During the early war years the NAAFI were given the use of the schoolroom; during this time worship was held during either afternoon or evening depending on the seasons of the year - there was no blackout for the church windows. This proved a very difficult time: NAAFI programmes should have been closed at worship times, this was not always kept.
However, Pastor Turner who came to be our lay pastor in 1941, after a Recognition Service on 27 December 1941, was used to mediate with the Military Authorities to release the schools back to us, and at the same time redecorate. I remember what a joy this was for us to have the rooms back for our activities.
Mr Turner became a loving Pastor to us, after each service prayers were offered to God for all who were called into HM Forces. He had been a member of Melbourne Hall, Leicester, and continued to live there, travelling into Barrow for services and meetings. The Lord called him after a Sunday School Anniversary day in May 1941, the church recognised it and after meetings held by the officers in his home and also after Sunday evening church services held on the last two Sunday evenings in August he and the church agreed that he would pastor first of all for the first three months of 1942 - it lasted over three years.
At the Recognition Service the Area Superintendent, Rev C H Weaver, preached at the afternoon service, worship continued into the evening when Mr T Carvill of Melbourne Hall, Leicester was the chairman with Rev F W Scott, Rev E E Allwood and Alderman C Wilson ministering, local ministers from Loughborough, Quorn and Mountsorrel.
In July 1943 eight were received into membership, six by transfer, two by profession and by April 1945 nine young people had joined the church by baptism on two occasions.
In May 1945 Mr Turner terminated his lay pastoring, his wife became ill and passed away, but his friendship continued, he had served our church here in Barrow through very difficult years.
Reading a paragraph in the Leicester Mercury recently - 1992 - looking back with memories, it read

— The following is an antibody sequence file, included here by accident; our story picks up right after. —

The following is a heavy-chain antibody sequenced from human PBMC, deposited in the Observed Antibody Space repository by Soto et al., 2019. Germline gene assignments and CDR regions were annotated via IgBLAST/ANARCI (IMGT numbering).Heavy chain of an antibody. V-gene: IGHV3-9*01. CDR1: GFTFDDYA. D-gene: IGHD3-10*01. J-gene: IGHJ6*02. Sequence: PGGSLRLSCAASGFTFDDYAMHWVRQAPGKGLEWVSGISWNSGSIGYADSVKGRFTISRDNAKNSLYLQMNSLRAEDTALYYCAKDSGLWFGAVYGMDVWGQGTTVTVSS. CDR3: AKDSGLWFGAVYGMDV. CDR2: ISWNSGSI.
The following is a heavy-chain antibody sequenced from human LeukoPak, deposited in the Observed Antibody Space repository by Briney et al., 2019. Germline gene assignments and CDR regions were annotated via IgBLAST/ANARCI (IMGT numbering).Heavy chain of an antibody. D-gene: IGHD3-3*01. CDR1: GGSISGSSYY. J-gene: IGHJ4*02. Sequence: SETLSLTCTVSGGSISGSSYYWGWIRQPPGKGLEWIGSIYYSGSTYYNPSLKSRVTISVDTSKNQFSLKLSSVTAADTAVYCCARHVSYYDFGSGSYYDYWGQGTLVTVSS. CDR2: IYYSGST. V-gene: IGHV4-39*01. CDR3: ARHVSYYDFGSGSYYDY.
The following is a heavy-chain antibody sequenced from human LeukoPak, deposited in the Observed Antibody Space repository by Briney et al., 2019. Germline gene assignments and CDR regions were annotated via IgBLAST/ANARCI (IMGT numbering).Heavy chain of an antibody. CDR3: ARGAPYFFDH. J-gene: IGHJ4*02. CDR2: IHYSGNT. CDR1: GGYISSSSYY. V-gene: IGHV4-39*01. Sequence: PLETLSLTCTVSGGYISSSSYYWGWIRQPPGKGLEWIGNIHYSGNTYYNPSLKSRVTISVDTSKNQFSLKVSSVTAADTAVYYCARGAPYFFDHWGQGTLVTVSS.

'Mrs M E Haynes of Thurcaston, recalls that her childhood visit to Burleigh Brook Park was from a Baptist chapel, and that she went there in a horse drawn barge. The barge was owned by a Mr Goodacre, organist at the chapel, who ran the mill at Barrow on Soar. It was rather frightening when we went through the lock at Barrow', she says.
In the following poem, written by the late Alfred Peat in January 1942, a church member of the chapel here at the time, reminds us toward the end of the use of the barge for Sunday School 'treats'. Our older members have often recalled them.
Old Ties - Barrow on Soar
Written in gratitude for the privilege of spending a long and very happy period in this delightful locality, so rich in memorable associations.
Sweet mem'ries cluster round the brow.
Where stands the Church in hallowed pride,
Symbol of loves unchanging vow
'My presence with you shall abide'.
There hymns in adoration rise,
While Grace falls gently as the dew,
Strength'ning divine arid human ties In bonds of fellowship anew.
Invisible - the sacred ties
Stretch from the cradle to the tomb,
While silently the shuttle flies
Weaving fresh shades on natures loom.
These silken cords so finely spun
By sacrificial love, endure
The stress and strain, until the 'Sun'
Reveals the strands so long obscure.
See from this noble, ancient tower,
Tokens of fellowship supreme,
Where duty with impelling power
Disturbs at dawn the sleepers dream.
'Tis sweet to see the incense rise
From homely hearts at break of day,
Where selfless love in patience tries
To keep in check each wayward trait.
A warm embrace, and then farewell,
Faith smiles in triumph over fear,
In simple trust that all is well
With loved ones far away or near.
Soon, soon the toilsome day will end,
When liberty unlocks the door
To untold wealth, then friend meets friend
In social intercourse once more.
Ah, who would check the flow of mirth,
Fine flavoured jokes, the jovial song,
True harmony brings 'Peace on Earth'
Sustains the weak, restrains the strong.
We all are dreamers, in our ken
Are visions beautiful to see,
But none so beautiful as when
All people live in harmony.
The old church bells ring out again
A message of goodwill and cheer,
While down the lane, dear old Mill Lane,
Dream voices float across the weir,
An ancient barge glides into view,
Laden with wealth beyond compare,
Dream children sing 'God be with you'
As gently fades a vision rare.
Mrs Haynes had looked back 50 years, we look back 50 or more years as we read this poem written back in 1942. It is a reminder of slower days. The war years when families waited - when perhaps the writer of the poem was looking back another 50 years - for the Sunday School in my time did not use the barge. We had 'moved on', we marched the streets of Barrow on Soar, we non-conformists - the little ones riding in open lorries, singing, laughing, crying, arriving at 'the banks' fields (now bungalows have been built on the ground), the village silver prize band playing, children running, jumping, dancing to the tunes -returning to our Sunday School rooms for the lovely 'Marcers iced buns'. They were special days.
But we 'moved on' even more: cheap train trips on Saturday evenings for 9d (old money) a time, half price for children, took us to local parks, a different place to have fun, that was during my early teenage days.
Then the war years ......there must have
been a problem.